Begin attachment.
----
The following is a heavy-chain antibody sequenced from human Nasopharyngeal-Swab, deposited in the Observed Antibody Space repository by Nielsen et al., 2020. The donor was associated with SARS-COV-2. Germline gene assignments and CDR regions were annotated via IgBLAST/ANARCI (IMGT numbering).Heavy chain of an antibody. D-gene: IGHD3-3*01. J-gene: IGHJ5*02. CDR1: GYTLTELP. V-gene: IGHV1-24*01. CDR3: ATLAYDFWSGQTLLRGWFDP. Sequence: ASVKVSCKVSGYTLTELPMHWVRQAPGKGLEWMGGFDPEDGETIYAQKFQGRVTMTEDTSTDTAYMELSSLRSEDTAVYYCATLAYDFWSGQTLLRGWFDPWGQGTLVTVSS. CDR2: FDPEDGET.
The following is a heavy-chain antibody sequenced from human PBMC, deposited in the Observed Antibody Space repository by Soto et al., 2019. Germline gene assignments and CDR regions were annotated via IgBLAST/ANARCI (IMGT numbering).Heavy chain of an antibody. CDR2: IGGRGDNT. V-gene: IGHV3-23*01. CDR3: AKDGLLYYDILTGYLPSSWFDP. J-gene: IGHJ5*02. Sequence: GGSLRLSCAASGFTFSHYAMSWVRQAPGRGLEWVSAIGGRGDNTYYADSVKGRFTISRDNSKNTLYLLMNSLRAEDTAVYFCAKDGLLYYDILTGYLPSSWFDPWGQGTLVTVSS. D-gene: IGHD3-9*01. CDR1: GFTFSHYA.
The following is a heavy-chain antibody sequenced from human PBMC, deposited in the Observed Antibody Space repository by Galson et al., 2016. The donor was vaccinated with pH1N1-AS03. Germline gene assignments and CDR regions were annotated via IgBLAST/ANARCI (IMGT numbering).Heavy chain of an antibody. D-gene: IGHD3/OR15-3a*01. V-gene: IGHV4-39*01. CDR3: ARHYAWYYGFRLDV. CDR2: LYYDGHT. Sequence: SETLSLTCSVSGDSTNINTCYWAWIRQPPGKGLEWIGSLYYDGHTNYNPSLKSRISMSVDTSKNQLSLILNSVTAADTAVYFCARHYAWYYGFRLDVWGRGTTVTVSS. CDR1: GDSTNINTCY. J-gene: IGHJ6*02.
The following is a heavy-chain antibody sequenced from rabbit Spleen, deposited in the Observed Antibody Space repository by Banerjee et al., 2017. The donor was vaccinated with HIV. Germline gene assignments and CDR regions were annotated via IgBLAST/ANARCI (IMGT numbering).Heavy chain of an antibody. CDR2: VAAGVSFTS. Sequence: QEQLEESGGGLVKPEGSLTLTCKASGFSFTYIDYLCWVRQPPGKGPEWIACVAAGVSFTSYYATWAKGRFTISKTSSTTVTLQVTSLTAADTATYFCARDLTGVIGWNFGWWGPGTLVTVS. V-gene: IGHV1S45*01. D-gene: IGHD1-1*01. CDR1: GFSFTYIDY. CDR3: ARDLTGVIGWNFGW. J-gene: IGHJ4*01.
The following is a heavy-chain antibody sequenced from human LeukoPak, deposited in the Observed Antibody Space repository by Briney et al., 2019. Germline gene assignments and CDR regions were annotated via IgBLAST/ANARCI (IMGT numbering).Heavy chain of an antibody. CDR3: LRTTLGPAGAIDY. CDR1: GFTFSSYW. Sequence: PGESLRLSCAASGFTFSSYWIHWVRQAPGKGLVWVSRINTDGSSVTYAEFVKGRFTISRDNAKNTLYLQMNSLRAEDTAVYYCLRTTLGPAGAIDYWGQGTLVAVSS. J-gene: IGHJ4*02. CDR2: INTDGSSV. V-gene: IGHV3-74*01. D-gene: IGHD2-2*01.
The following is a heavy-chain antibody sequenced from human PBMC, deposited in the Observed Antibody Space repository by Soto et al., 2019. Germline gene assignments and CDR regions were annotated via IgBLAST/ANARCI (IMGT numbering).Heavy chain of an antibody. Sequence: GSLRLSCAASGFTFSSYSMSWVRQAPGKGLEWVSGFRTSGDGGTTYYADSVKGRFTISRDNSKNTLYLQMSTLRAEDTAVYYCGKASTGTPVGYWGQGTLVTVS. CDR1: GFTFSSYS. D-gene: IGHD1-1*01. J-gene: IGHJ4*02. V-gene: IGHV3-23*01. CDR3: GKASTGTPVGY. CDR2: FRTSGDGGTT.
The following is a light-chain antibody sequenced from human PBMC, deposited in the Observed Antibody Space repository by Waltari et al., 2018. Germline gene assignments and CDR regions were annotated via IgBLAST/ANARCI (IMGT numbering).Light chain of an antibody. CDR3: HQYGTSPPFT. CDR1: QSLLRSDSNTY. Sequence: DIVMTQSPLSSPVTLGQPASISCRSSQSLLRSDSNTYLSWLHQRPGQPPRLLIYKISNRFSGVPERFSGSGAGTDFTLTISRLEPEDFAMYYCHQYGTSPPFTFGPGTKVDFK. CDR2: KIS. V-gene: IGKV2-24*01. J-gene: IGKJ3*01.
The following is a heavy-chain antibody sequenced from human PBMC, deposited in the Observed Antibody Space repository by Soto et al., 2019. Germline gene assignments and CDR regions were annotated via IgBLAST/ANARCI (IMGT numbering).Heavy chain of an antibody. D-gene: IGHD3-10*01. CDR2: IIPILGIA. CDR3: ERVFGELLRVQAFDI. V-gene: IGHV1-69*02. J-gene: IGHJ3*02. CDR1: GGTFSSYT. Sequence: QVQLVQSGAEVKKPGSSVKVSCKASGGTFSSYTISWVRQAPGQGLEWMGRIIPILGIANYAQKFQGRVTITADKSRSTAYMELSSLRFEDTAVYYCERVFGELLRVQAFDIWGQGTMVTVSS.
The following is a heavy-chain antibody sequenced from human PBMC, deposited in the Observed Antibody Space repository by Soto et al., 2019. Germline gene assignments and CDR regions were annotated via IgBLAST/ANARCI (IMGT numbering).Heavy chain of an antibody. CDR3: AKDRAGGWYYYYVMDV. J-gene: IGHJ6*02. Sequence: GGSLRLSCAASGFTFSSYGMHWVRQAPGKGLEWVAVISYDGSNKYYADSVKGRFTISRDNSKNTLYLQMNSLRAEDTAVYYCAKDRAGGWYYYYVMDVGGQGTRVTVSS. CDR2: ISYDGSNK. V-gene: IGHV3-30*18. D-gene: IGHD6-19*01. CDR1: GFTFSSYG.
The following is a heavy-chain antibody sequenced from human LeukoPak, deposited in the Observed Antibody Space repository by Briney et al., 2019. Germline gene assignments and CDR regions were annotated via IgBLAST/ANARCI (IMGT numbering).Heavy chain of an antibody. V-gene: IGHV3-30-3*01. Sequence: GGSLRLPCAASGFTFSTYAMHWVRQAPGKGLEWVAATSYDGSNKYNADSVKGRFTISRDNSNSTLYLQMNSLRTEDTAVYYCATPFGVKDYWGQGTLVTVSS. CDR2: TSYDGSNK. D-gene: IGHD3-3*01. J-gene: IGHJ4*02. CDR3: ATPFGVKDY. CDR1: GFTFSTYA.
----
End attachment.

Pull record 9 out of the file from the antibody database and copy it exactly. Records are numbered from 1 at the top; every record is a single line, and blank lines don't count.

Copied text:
The following is a heavy-chain antibody sequenced from human PBMC, deposited in the Observed Antibody Space repository by Soto et al., 2019. Germline gene assignments and CDR regions were annotated via IgBLAST/ANARCI (IMGT numbering).Heavy chain of an antibody. CDR3: AKDRAGGWYYYYVMDV. J-gene: IGHJ6*02. Sequence: GGSLRLSCAASGFTFSSYGMHWVRQAPGKGLEWVAVISYDGSNKYYADSVKGRFTISRDNSKNTLYLQMNSLRAEDTAVYYCAKDRAGGWYYYYVMDVGGQGTRVTVSS. CDR2: ISYDGSNK. V-gene: IGHV3-30*18. D-gene: IGHD6-19*01. CDR1: GFTFSSYG.